Healthcare is evolving on a daily basis.

Whether it is regulatory requirements, decreased reimbursement, or even changes in technology requirements, it is hard to stay ahead. I am often asked what “number” is most important in evaluating an anesthesia practice. The truth is that there is not one silver bullet or number to look at. You have to find the two or three metrics that matter the most to your practice and make them your everything. Here are some of the metrics that I look at regularly to evaluate the anesthesia practices I manage.

Staff Utilization

In my last post, I shared some of the things that I routinely look at to ensure efficient utilization. However, there are even more ways to look at how you are utilizing your staff.

  • How can you maximize each team member’s productivity while also not hurting morale and culture?
  • How do you connect human capital expense with revenue and production?
  • How would your team respond if you asked them to increase revenue and production by 10-20%?

The key is to match what each person is working on with higher ROI work along with minimizing waste and down time. If staff is going to have to produce more and work harder, is it more per hour that you are looking for or longer hours? I have chosen the former and am optimizing my team’s time with work that produces more for the company’s bottom line while not taking away from their non-work hours, which has only become more valuable to people nowadays. I also trust that my team is creative and talented enough to find solutions to help improve our company’s revenue and production per FTE not only when they are asked to do so, but on a continuous basis.

Staff Turnover

  • How long have your staff been with you?
  • Why do they leave when they do?
  • Do you know what your staff’s priorities are with respect to compensation, benefits, and rewards and recognitions? What is most important for you to compete on?
  • How do you recognize your high performers?

Small business healthcare relies on relationships, consistency, service, and personable and frequent touches with clients. If you are losing too many staff members and must routinely recruit, onboard and orient new staff, can you trust that you will be able to retain “stickiness” with your clients? It is critical that you create the proper culture and a supportive environment for your staff. Find creative ways to recognize your high-performing staff and stop focusing on the non-performers. Help those that do not meet performance requirements or are toxic to your culture find alternatives so that they can be successful and you can improve morale. With limited dollars to spend in this environment, the organizations that will survive are those that can balance financial rewards with creative recognition programs, and genuine expressions of gratitude.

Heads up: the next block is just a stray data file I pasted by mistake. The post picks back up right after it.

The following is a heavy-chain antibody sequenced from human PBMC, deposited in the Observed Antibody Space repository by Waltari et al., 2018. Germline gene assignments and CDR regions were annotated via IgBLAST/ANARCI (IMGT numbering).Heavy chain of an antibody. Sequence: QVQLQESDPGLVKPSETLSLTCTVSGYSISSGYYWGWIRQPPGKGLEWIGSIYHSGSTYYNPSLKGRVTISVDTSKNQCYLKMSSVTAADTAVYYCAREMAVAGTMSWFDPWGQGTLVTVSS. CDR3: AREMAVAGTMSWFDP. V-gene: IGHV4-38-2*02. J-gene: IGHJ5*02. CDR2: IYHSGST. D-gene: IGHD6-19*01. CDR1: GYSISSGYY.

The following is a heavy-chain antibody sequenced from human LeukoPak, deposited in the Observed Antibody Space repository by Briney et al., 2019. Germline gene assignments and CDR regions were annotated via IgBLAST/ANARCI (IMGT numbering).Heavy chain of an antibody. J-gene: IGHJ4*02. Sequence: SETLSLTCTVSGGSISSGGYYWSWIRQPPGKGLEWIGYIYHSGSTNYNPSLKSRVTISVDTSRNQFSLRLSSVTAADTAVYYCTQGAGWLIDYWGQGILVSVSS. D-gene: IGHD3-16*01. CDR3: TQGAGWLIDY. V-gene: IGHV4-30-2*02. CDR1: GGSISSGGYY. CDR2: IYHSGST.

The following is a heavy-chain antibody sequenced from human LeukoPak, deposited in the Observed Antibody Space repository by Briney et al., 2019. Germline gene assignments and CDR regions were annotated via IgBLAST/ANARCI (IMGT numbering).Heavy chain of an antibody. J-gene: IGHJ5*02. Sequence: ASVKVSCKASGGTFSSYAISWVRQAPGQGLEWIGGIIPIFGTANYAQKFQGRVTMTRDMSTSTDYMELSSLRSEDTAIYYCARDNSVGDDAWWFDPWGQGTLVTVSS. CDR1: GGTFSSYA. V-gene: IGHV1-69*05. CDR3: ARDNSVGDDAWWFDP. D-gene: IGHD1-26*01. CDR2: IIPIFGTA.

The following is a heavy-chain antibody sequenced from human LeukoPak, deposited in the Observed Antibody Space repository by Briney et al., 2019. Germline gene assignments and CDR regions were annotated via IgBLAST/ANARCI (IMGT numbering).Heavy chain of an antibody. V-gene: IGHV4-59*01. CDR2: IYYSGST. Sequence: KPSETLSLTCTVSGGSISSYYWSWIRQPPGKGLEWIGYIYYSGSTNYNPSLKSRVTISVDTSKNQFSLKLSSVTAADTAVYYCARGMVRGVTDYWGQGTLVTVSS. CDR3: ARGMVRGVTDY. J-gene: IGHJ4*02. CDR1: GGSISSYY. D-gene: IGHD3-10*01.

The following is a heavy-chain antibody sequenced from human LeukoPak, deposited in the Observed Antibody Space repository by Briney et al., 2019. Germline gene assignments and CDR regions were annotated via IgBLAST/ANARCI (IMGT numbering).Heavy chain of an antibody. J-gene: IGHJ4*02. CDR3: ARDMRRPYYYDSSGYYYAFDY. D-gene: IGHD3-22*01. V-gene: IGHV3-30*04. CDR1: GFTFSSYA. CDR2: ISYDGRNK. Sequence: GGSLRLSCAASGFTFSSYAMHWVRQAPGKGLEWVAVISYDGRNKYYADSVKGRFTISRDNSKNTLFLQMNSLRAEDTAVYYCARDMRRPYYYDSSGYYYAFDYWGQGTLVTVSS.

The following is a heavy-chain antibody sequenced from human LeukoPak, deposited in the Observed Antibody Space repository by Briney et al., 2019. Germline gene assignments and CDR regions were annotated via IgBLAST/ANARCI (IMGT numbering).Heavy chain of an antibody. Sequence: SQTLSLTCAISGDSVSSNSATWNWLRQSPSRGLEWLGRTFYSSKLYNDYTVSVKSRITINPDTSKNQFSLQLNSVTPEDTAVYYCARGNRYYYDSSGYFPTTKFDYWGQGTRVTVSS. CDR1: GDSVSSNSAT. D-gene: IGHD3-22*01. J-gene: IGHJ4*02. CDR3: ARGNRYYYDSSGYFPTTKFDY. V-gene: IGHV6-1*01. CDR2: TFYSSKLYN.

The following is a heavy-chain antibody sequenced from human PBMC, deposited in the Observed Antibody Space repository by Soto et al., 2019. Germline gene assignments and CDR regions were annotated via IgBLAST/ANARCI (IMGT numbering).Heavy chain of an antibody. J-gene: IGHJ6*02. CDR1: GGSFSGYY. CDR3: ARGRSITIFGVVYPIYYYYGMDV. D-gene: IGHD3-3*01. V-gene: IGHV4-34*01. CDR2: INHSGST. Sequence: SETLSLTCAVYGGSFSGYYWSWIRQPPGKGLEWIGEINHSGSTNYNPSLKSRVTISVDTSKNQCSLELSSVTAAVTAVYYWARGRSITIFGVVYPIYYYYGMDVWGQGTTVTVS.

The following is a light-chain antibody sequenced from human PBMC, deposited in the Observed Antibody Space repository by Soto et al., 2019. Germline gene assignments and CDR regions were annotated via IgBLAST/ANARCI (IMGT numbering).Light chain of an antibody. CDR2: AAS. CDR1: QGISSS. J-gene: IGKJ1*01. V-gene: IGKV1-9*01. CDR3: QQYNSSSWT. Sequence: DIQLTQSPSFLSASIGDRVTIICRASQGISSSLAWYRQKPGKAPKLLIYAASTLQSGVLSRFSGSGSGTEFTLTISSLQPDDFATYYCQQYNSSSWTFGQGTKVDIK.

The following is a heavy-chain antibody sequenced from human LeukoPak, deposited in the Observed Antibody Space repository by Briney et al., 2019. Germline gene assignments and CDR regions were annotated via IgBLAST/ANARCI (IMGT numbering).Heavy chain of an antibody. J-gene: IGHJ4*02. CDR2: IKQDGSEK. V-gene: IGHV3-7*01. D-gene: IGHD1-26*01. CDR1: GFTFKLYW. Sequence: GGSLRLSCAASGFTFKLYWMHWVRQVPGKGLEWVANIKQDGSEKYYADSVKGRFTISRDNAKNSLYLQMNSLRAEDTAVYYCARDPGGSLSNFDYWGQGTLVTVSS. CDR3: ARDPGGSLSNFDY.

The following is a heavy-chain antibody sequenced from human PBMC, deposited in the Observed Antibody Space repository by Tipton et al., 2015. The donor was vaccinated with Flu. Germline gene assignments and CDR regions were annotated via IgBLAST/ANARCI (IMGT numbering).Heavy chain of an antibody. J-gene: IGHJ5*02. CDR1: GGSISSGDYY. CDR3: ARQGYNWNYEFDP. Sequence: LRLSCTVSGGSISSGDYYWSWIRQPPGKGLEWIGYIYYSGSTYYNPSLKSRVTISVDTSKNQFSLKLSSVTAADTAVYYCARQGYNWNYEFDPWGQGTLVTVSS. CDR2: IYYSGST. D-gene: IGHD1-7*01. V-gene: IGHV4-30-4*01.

Client Retention

  • How long have your clients been with you?
  • Why do they leave when they do?
  • Are you adapting to their needs to prolong those relationships?

I think the length of service relationships is key given the switching costs. This industry likes changes less than almost any other so if you listen to your clients’ needs and continue to improve and expand your services, you will hopefully have lifelong clients. When your client base is stable, you can focus more on growth and responding to industry changes more easily.


  • What is your client and specialty concentration?
  • What is your payer mix and how is it impacting your reimbursement?
  • Are higher deductibles and increased patient cost-sharing impacting realization? If so, what protocols are you putting in place to increase pre-collections?
  • How is market consolidation (e.g., payers, networks, physician groups) impacting your ability to grow and maintain current reimbursement levels?
  • What is hurting the competition that has not impacted you yet?

The key with reimbursement is identifying how many potential holes you need to fill or how many possible threats you need to battle. Minimizing financial risk by being proactive can better allow you to control your future. You must offensively plan, prepare, and execute. Hoping for a cyclical return or assuming the volatility in the market will decrease, will impact your ability to remain a player in your market.

I hope that the information that I shared above is useful to you as you continue to evaluate and expand your anesthesia practice. You will live or die by them, so you might as well make them your core focus. Remember that what is working today or has worked in the past will not work in the future. Good luck, I know you will get there!